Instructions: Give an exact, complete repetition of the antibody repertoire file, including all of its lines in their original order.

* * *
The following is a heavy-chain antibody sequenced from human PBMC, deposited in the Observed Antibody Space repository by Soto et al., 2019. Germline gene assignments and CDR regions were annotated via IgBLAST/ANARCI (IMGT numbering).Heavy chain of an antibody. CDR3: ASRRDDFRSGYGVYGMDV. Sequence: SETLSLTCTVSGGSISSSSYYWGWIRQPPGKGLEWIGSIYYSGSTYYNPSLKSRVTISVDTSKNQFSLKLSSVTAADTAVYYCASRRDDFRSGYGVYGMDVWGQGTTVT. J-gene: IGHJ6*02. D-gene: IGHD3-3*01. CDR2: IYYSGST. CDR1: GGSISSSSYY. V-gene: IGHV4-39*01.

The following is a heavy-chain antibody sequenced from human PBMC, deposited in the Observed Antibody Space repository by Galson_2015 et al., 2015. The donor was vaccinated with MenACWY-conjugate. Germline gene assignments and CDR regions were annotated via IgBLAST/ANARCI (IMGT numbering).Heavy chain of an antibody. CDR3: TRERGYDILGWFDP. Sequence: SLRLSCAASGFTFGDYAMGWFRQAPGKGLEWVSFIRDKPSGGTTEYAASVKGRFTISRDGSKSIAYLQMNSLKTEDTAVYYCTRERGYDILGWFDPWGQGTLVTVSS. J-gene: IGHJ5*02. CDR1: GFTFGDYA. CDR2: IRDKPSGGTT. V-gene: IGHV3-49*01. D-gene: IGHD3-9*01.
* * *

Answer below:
The following is a heavy-chain antibody sequenced from human PBMC, deposited in the Observed Antibody Space repository by Soto et al., 2019. Germline gene assignments and CDR regions were annotated via IgBLAST/ANARCI (IMGT numbering).Heavy chain of an antibody. CDR3: ASRRDDFRSGYGVYGMDV. Sequence: SETLSLTCTVSGGSISSSSYYWGWIRQPPGKGLEWIGSIYYSGSTYYNPSLKSRVTISVDTSKNQFSLKLSSVTAADTAVYYCASRRDDFRSGYGVYGMDVWGQGTTVT. J-gene: IGHJ6*02. D-gene: IGHD3-3*01. CDR2: IYYSGST. CDR1: GGSISSSSYY. V-gene: IGHV4-39*01.

The following is a heavy-chain antibody sequenced from human PBMC, deposited in the Observed Antibody Space repository by Galson_2015 et al., 2015. The donor was vaccinated with MenACWY-conjugate. Germline gene assignments and CDR regions were annotated via IgBLAST/ANARCI (IMGT numbering).Heavy chain of an antibody. CDR3: TRERGYDILGWFDP. Sequence: SLRLSCAASGFTFGDYAMGWFRQAPGKGLEWVSFIRDKPSGGTTEYAASVKGRFTISRDGSKSIAYLQMNSLKTEDTAVYYCTRERGYDILGWFDPWGQGTLVTVSS. J-gene: IGHJ5*02. CDR1: GFTFGDYA. CDR2: IRDKPSGGTT. V-gene: IGHV3-49*01. D-gene: IGHD3-9*01.